A: For fabrics, my choice is always vibrance. I work with a lot of color. Being someone from the Caribbean, color is a part of life in a way that is hard to see or hard to experience in other places. In other cities, when you walk around, everyone's in all black. You probably will never have that moment in the Bahamas. People gravitate toward color. For me, that has been true in my work and my personal life, which the two are very intertwined. I work with a lot of florals in my fabrics as well. I've always been drawn to flowers, a very strong motif throughout my work, through the very different ways that we can communicate with flowers, what they might mean. Even the placement of them (is it upright or upside down?) and what that might indicate for a portrait.
Gio Swaby. Photo by Anthony Gebrehiwot © 2023 Peabody Essex Museum.
Q: You often foreground the hairstyle of your sitters. Why is this?
A: For me and for a lot of Black women, hair's always a complicated journey. It's incredibly important as a part of our culture. For Black women globally, hair is a very important part of our identity and the way that we present ourselves. The series of portraits that has a focus on hair is a way for me to celebrate the incredible artistry of Black hair. The way we've been able to develop an encyclopedia of hairstyles and methods of hair care is for me so incredible to have this wonderful connection between all of us. It brings together many different kinds of people.
I think that it also is a connection to lineage and ancestry. For me, being a person from the Caribbean, being from the Bahamas, tracing back ancestry is difficult. The record-keeping only goes back so far. There's a history in the diaspora of enslavement and how being stolen and taken away has really broken down our ability to trace back where we've come from. Looking at images from hundreds of years ago, you can see the similarities in hairstyles. I can still see some of the same hairstyles, some of the same methods of hair care, which to me is showing that there's still this connection.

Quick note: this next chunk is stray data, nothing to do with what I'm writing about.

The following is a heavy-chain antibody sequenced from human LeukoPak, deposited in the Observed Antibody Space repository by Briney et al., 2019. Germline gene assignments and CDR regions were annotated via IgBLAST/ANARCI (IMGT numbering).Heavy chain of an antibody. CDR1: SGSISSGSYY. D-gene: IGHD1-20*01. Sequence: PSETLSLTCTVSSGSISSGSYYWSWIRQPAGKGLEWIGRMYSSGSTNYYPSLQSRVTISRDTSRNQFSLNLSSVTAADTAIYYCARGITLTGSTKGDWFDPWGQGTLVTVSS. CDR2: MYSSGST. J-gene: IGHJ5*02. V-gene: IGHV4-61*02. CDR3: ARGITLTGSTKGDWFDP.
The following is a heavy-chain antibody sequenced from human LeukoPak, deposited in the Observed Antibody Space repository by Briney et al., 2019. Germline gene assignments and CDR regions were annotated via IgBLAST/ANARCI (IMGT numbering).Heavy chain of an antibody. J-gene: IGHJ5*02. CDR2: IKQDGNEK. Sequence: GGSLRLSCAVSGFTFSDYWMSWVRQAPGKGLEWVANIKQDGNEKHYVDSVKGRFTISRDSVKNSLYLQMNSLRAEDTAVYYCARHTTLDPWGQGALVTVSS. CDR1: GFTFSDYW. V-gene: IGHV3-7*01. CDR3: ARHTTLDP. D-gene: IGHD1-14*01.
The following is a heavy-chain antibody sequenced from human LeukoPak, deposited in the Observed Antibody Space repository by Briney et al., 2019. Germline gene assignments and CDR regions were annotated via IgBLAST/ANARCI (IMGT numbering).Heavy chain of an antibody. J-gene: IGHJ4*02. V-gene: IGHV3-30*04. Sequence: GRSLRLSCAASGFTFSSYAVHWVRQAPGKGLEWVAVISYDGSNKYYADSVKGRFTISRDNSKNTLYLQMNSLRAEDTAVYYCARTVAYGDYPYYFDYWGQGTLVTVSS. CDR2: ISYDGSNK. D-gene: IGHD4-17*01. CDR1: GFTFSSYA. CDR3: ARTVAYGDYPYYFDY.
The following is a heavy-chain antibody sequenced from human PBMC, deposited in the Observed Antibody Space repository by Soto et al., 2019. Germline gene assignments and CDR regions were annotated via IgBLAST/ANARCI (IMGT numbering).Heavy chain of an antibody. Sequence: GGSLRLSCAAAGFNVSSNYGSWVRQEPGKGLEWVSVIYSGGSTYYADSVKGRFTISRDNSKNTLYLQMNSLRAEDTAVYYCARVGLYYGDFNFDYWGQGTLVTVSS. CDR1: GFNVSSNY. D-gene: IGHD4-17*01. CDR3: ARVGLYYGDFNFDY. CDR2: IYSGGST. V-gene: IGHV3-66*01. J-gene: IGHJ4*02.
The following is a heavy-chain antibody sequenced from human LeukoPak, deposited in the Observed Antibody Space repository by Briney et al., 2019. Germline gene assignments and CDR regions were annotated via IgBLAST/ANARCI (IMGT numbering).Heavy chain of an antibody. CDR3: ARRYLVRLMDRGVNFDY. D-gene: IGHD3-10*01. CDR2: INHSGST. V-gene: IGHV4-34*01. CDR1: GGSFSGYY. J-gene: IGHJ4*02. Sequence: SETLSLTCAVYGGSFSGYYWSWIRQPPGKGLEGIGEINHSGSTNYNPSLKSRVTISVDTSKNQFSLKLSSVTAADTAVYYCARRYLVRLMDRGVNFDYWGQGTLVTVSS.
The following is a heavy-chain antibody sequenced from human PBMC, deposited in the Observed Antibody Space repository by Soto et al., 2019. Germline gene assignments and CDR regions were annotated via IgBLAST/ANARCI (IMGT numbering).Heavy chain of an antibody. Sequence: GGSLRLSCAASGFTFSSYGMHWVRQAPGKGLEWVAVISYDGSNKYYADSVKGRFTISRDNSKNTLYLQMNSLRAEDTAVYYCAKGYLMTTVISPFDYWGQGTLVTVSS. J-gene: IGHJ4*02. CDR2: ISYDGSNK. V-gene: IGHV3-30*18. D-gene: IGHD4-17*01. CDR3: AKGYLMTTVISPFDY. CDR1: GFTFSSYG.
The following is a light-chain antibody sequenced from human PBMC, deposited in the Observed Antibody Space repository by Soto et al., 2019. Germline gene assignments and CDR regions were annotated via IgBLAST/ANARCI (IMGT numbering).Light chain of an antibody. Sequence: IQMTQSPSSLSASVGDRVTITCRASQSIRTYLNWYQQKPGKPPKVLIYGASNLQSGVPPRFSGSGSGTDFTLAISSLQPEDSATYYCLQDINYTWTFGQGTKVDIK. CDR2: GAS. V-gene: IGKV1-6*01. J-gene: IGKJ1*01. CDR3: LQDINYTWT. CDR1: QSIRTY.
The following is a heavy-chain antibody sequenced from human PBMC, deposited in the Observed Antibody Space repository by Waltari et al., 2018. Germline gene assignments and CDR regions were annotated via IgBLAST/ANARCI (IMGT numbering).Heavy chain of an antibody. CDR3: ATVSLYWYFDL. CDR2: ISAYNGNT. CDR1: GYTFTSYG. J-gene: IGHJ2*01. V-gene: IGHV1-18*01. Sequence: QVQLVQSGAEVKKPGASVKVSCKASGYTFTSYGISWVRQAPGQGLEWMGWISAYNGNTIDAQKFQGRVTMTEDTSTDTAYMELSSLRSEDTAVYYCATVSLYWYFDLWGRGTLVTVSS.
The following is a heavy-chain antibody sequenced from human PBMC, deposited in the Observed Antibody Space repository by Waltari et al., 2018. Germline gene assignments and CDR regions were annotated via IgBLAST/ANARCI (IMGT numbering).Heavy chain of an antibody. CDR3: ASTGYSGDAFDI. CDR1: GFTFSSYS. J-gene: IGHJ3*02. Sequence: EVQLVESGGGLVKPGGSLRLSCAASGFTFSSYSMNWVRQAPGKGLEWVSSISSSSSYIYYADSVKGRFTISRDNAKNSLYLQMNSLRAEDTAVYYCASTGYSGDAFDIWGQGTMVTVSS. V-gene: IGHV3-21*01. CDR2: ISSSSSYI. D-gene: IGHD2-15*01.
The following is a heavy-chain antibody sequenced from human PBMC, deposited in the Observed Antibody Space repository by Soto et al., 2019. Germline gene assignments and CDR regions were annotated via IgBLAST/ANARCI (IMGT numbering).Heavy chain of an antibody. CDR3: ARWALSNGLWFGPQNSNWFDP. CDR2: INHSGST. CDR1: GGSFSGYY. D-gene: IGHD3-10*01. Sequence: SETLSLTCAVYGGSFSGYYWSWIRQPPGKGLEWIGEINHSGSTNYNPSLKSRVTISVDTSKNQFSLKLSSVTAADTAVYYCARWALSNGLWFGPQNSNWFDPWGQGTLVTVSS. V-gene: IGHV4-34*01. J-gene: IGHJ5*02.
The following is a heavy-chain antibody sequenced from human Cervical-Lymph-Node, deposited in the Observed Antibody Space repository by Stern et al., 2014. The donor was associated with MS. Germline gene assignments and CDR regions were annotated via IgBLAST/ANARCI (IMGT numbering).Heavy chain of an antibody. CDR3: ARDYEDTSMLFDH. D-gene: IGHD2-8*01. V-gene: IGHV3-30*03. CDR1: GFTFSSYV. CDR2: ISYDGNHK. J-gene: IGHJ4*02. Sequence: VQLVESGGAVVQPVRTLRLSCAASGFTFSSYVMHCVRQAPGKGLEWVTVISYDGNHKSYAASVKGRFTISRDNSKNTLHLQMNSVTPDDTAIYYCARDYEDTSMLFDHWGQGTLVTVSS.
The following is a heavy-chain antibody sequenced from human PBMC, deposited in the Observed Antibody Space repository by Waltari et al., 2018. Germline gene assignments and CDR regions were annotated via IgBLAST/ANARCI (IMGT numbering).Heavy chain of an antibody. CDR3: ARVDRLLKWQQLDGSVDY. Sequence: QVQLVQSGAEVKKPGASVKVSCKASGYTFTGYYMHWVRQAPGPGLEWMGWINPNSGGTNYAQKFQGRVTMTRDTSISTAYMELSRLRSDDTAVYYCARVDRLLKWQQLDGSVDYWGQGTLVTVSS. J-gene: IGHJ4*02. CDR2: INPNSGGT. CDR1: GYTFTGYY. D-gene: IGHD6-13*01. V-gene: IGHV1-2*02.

Q: What does it mean for you to be able to have Black women and girls, such as your sisters and friends, represented on the walls of galleries and museums?
A: I am making art for Black people. I want my art to be seen by people who perhaps don’t have a strong background in art. These textile portraits are my attempt at decolonizing portraiture. I’m approaching these portraits with an extremely high level of respect and reverence and a dedication to the person represented. I think that they can see that when they see the piece. It really is immortalizing someone through portraiture. I didn't know a lot about art. I didn't know any artists. My family was not a go-to-the-museum or art-gallery kind of family. I think seeing this work would have made a difference in how I felt and navigated the world. I could have seen this and saw that that could be something that I could do. Sometimes you need to have an example to really access your full potential. Having that example would have made such a strong impact for me. Of course, I found my way to it.
Gio Swaby, New Growth Second Chapter 11, 2021. Thread and fabric appliqué on canvas. Collection of The Altman Family, © Gio Swaby